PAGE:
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  • 6, 1435), at which the English were offered peace and the retention of Normandy and Guienne if they would evacuate Paris and the rest of France.

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  • Indeed in 1452 he conseqted to abandon his protests, and to lend his aid to the other party for a great national object, the recovery of Guienne.

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  • For a moment the quarrel of York and Somerset was suspended, and the last English army that crossed the seas during theHundredYearsWar landed in Guienne, joined the insurgents, and for a time swept all before it.

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  • restored Guienne to Edward I., gave him the hand of Philips sister for himself and that of the kings daughter for his son (1298).

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  • The political unity of the kingdom was only fettered by the existence of four large isolated fiels: Flanders on the north, Brittany on the west, Burgundy on the east and Guienne on the south.

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  • for his possessions in Guienne, Edward at Years last brought himself to itthough certainly only after War, lengthy negotiations, and even threats of war in 1331.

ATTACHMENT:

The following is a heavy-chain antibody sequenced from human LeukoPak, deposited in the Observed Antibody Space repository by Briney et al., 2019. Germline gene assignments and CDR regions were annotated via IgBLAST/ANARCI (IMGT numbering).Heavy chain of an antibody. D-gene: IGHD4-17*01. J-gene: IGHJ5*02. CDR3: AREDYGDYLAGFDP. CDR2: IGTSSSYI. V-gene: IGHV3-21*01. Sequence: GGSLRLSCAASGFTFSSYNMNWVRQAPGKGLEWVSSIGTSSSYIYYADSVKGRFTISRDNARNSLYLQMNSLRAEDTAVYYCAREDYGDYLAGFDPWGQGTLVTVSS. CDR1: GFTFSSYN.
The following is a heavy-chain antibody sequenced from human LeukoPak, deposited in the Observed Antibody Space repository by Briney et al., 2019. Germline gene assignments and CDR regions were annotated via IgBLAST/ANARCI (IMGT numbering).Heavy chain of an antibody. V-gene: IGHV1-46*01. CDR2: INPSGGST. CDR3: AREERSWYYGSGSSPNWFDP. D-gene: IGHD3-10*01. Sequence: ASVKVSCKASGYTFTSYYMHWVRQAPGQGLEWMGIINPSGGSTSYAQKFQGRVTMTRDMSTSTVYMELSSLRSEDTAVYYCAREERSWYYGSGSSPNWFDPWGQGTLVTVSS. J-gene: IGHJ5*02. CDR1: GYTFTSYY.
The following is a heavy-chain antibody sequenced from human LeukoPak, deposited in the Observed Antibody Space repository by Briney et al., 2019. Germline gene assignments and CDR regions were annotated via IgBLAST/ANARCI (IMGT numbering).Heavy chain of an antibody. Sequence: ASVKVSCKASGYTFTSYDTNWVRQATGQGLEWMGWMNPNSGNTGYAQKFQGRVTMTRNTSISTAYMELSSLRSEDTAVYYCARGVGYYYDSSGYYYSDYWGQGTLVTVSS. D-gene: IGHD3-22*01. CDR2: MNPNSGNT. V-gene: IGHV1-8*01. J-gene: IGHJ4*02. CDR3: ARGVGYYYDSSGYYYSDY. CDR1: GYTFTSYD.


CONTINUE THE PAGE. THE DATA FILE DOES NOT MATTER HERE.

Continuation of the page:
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  • had taken reprisals against him in 1336 by making his parlement declare the forfeiture of Edwards lands and castles in Guienne; but the Hundred Years War, at first-simply a feudal quarrel between vassal and suzerain, soon became a great national conflict, in consequence of what was occurring in Flanders.

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  • To attack the English through their colonies, Guienne and Flanders, was to injure them in their most vital interests cloth and claret; for England sold her wool to Bruges in order to pay Bordeaux for her wine.

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  • had given Guienne in fief, provoked the nobles of Gascony to complain to Charles V.

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  • Normandy was lost to them at Formigny (1450), and Guienne, English since the 12th century, at Castillon (1453).

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  • of Berry distant Guienne.

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  • There were three principal theatres of war: in the north Normandy and the valley of the Loire, where Orleans, the general centre of reform, ensured communications between the south and Germany; in the south-west Gascony and Guienne; in the south-east Lyonnais and Vivarais.

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  • The English power in Guienne was weakened by the disastrous Spanish expedition of the Black Prince, whom Charles summoned before the parlement of Paris in January 1369 to answer the charges preferred against him by his subjects, thus expressly repudiating the English supremacy in Guienne.

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  • In the last year of the war she was accompanied into Guienne by the duc de Nemours, her intimacy with whom gave La Rochefoucauld an excuse for abandoning her, and who himself immediately returned to his old mistress the duchesse de Chevreuse.